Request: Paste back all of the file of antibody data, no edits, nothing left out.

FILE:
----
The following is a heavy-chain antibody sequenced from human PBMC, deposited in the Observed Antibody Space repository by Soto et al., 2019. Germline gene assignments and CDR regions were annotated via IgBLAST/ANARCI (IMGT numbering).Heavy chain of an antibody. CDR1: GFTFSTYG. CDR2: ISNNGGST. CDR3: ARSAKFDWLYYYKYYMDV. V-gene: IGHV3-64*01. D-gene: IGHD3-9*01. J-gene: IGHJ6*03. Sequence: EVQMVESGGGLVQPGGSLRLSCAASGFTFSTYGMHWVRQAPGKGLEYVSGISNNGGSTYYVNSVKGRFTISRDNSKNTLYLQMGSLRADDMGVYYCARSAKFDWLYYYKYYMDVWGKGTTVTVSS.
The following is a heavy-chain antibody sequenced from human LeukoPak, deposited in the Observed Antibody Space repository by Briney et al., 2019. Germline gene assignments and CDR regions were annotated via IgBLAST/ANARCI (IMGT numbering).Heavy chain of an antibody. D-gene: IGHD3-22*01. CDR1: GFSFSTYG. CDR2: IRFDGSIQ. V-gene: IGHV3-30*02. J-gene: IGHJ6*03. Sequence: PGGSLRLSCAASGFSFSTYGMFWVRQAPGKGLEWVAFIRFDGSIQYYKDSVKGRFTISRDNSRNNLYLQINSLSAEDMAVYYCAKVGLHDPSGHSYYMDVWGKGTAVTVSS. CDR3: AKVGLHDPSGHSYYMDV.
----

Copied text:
The following is a heavy-chain antibody sequenced from human PBMC, deposited in the Observed Antibody Space repository by Soto et al., 2019. Germline gene assignments and CDR regions were annotated via IgBLAST/ANARCI (IMGT numbering).Heavy chain of an antibody. CDR1: GFTFSTYG. CDR2: ISNNGGST. CDR3: ARSAKFDWLYYYKYYMDV. V-gene: IGHV3-64*01. D-gene: IGHD3-9*01. J-gene: IGHJ6*03. Sequence: EVQMVESGGGLVQPGGSLRLSCAASGFTFSTYGMHWVRQAPGKGLEYVSGISNNGGSTYYVNSVKGRFTISRDNSKNTLYLQMGSLRADDMGVYYCARSAKFDWLYYYKYYMDVWGKGTTVTVSS.
The following is a heavy-chain antibody sequenced from human LeukoPak, deposited in the Observed Antibody Space repository by Briney et al., 2019. Germline gene assignments and CDR regions were annotated via IgBLAST/ANARCI (IMGT numbering).Heavy chain of an antibody. D-gene: IGHD3-22*01. CDR1: GFSFSTYG. CDR2: IRFDGSIQ. V-gene: IGHV3-30*02. J-gene: IGHJ6*03. Sequence: PGGSLRLSCAASGFSFSTYGMFWVRQAPGKGLEWVAFIRFDGSIQYYKDSVKGRFTISRDNSRNNLYLQINSLSAEDMAVYYCAKVGLHDPSGHSYYMDVWGKGTAVTVSS. CDR3: AKVGLHDPSGHSYYMDV.